Voluntourism in Thailand: A Day with Chiang

I took the opportunity last week to head up to Chiang Mai in northern Thailand. And, like many others who visit the ancient city, got a chance to spend time at one of the many elephant parks.

I took a trip up to the mountains into a haven built by Lek Chailert - a woman who has dedicated her life to building the Elephant Nature Park.  The grounds there are stunning! The sun bathes the area with light all day, with jungled mountains surrounding the whole park. A perfect backdrop for the elephants roaming around, many of which were rescued from poor working conditions or found with heart breaking injuries. 

One of my favorite, Jokia,  was rescued from a logging camp on the Thai-Burmese boarder. She lost sight in both of her eyes after working conditions caused a tragic accident. Forced to work during her pregnancy , Jokia was out logging when she went into labour. At the time of her baby's birth, Jokia was on a steep mountain slope and her baby fell down the side of the mountain. Mourning the death of her baby Jokia began refusing to work. While her defiance was understandable it put her at the wrath of the camp workers and her mahout. Jokia's mahout used a common technique of poking at or sling shoting the elephants in the eye to get her to work. (Elephants use their eyes for only about 10% of their sight relying on other senses like ground and sound vibrations, as well as feeling from their trunks, so their eyesight is treated with little respect from abusive owners). Jokia is now completely blind but living happily at Lek's Camp.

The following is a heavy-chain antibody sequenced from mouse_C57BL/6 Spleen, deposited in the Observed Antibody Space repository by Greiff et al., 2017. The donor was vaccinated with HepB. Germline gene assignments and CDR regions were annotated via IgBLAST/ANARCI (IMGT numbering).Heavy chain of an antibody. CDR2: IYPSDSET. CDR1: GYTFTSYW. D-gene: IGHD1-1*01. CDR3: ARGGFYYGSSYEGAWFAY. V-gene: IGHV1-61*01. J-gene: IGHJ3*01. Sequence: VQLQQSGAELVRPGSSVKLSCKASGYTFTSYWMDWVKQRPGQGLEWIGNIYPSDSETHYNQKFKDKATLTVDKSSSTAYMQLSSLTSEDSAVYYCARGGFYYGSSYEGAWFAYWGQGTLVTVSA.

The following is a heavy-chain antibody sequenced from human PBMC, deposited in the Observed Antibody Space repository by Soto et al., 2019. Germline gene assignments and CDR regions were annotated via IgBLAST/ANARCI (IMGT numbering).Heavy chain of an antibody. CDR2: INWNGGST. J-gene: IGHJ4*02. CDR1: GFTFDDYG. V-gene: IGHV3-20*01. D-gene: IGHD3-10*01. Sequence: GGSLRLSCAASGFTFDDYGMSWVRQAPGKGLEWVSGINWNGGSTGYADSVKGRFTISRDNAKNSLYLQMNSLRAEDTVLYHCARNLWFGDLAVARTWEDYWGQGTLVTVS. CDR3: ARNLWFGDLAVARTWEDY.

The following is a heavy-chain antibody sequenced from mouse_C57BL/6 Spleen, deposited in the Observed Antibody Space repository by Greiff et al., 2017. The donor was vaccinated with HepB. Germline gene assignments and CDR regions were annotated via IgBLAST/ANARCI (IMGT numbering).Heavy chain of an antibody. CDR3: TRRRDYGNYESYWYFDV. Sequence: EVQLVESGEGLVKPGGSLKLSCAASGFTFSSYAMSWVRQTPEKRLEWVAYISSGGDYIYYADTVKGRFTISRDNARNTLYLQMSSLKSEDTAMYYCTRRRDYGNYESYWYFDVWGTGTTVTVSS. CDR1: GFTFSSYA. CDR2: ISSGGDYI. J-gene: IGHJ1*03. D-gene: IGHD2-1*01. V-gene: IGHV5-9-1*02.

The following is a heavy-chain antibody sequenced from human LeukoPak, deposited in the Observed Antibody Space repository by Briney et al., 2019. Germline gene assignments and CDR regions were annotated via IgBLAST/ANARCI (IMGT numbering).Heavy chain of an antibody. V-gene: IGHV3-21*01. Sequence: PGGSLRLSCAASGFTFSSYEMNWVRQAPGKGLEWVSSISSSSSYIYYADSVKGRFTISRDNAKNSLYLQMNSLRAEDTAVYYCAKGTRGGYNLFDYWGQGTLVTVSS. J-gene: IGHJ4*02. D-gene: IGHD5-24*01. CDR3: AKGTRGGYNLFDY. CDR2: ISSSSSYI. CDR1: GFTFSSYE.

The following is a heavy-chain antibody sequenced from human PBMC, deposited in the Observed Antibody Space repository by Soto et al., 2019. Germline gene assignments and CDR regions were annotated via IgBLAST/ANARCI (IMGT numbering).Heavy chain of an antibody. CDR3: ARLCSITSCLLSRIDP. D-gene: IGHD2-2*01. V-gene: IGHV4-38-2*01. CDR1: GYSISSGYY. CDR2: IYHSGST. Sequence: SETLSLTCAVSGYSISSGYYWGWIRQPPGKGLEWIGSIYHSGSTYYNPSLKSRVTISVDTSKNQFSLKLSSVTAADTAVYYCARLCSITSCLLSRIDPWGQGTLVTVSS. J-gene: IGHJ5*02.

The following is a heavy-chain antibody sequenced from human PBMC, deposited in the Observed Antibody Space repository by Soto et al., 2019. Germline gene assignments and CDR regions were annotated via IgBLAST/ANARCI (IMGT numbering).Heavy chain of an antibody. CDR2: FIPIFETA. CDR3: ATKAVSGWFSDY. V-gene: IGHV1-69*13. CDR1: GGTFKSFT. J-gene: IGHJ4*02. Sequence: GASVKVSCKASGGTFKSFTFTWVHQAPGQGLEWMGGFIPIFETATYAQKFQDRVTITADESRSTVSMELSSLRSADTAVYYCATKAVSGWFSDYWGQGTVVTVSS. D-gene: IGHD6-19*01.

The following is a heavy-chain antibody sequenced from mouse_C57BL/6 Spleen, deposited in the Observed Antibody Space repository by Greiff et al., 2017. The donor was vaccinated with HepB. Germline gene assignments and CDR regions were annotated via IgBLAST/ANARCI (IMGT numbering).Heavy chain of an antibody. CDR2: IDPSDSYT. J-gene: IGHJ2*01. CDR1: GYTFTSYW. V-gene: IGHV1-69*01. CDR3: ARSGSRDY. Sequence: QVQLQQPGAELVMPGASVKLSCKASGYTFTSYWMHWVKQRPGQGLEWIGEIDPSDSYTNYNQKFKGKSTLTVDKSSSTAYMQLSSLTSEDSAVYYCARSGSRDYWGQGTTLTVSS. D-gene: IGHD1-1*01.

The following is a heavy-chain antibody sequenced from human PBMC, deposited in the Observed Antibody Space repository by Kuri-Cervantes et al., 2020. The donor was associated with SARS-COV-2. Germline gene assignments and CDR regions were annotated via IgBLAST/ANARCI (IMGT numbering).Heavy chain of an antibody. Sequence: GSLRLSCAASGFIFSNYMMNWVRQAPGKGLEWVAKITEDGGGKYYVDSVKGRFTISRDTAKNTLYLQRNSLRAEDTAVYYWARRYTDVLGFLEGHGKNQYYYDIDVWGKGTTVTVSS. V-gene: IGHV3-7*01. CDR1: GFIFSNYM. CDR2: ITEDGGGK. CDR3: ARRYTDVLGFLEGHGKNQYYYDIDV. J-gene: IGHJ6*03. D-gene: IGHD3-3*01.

Jokia is only one of 40 elephants at the camp, all of which have bitter sweet stories. While many of them have experienced sad and difficult lives, their stories end happily. These elephants and those living at the few other humane camps in Thailand have a unique story. 

The plight of elephants is an important part of tourism in Thailand, for locals, tourists and elephants a like. 

As most of Thailand's elephants originate from logging camps -from which elephant working was banned in the 1980's- many have never truly experienced living in the jungle. That being said, finding solutions to providing quality lives for these beautiful animals requires that these tourist parks operate humanly and respect these animals.

Camps like Lek's teach visitors about elephants and why they are so much like us. Like humans elephants live to an average lifespan of 80 years and experience the same strong sense of family as well as similar mourning emotions surrounding death.  


We had time to spend with each elephant helping them with their numerous feed times, daily baths and grooming. It was a day well spent with the majestic. 


Let me end this post by saying anyone who travels to Thailand and plans to spend any time with elephants owes it to these animals to take the time to research their living conditions at each camp and choose responsibly what type of treatment you will support. It will make your experience with them all the more enjoyable.